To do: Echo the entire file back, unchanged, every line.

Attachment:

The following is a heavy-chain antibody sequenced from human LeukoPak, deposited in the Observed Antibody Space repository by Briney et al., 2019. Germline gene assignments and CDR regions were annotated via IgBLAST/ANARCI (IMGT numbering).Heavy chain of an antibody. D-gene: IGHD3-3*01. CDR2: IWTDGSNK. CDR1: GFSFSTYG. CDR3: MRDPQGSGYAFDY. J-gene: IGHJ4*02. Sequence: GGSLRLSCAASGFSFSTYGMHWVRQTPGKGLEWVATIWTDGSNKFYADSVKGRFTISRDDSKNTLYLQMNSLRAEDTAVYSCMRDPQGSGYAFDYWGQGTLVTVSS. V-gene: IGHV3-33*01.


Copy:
The following is a heavy-chain antibody sequenced from human LeukoPak, deposited in the Observed Antibody Space repository by Briney et al., 2019. Germline gene assignments and CDR regions were annotated via IgBLAST/ANARCI (IMGT numbering).Heavy chain of an antibody. D-gene: IGHD3-3*01. CDR2: IWTDGSNK. CDR1: GFSFSTYG. CDR3: MRDPQGSGYAFDY. J-gene: IGHJ4*02. Sequence: GGSLRLSCAASGFSFSTYGMHWVRQTPGKGLEWVATIWTDGSNKFYADSVKGRFTISRDDSKNTLYLQMNSLRAEDTAVYSCMRDPQGSGYAFDYWGQGTLVTVSS. V-gene: IGHV3-33*01.